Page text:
• If we are going to go through the trouble of tearing up the street, I would rather see protected bike lanes rather than a median. These would serve the same purpose of slowing down traffic, and would provide a transportation alternative at the same time. Of course this would also require removing on-street car storage, which is a great idea but unfortunately is next-to impossible politically.

  • Maybe we can do medians along Georgia in certain sections like near the Petworth metro or other heavy commercial/retail corridors? There is no doubt Georgia Ave needs some LOVE. Too many vacant store fronts, not enough economic long and short term planning and too many of the same type of stores near each other. We need more diversity in businesses.
    Maybe we can require some of these condo developments to pay for some streetscaping and beautification? All we ever demand is parking spots. Yes, parking is a concern, but it’s not the only one.

  • Instead of medians, how about some center turning lanes like we have in the South?? 🙂 It would ease traffic on the main thoroughfares.

  • The real problem here is federal highway money. If it takes three years to even discuss putting a stop sign on Maryland Ave NE because of federal roadway designation (read: money), how long would adding a median to Georgia Ave take? This is America. We move cars, not people. We build highways, not communities.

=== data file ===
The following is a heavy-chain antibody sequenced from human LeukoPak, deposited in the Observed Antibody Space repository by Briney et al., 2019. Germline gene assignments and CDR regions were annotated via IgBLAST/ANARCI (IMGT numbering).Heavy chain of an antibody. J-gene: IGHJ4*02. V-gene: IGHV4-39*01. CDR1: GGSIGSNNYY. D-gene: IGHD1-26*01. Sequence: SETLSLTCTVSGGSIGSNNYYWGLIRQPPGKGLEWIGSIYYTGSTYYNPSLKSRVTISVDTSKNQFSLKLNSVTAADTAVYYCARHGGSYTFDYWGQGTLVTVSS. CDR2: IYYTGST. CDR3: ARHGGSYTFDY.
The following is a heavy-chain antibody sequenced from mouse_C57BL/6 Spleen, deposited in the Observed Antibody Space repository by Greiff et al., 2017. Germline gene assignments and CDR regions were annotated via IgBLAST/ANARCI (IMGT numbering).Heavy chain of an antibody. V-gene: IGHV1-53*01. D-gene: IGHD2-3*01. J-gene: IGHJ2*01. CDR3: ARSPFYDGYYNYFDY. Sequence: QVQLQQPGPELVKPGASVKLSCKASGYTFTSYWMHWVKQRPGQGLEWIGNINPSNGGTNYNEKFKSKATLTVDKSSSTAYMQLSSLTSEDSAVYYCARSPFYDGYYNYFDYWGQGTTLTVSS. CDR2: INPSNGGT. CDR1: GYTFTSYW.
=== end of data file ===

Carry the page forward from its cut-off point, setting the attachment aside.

• Streetcars please.

  • What we need is a dedicated lane for buses or streetcars. Buses would be significantly cheaper and more reliable. I think what they did on route one in Virginia is genius. It’s been done for a long time in LA, The Bay area and Boston. I’m sure we can figure this out.

  • The intersection of Georgia and Missouri, and the surrounding areas, would be in eternal gridlock. Street parking was already taken so that Walmart could have a turn lane. Add a median and you would never get through that area! Georgia Avenue needs many things, but a median is not one of them. Let’s try to help out the local businesses (which means preserving parking), unemployed, etc., in the area instead of “beautifying” the street. And Brightwood Park is north of Petworth… not North Petworth.

    • More parking and lanes for cars is not the answer for me. Space can be utilized for way more useful purposes than parking lanes and lots. Eventually the ton of space required for cars to park is at too high a premium for that convenience alone. I feel Georgia Ave can be redesigned for multiple transportation uses and not just solely cars.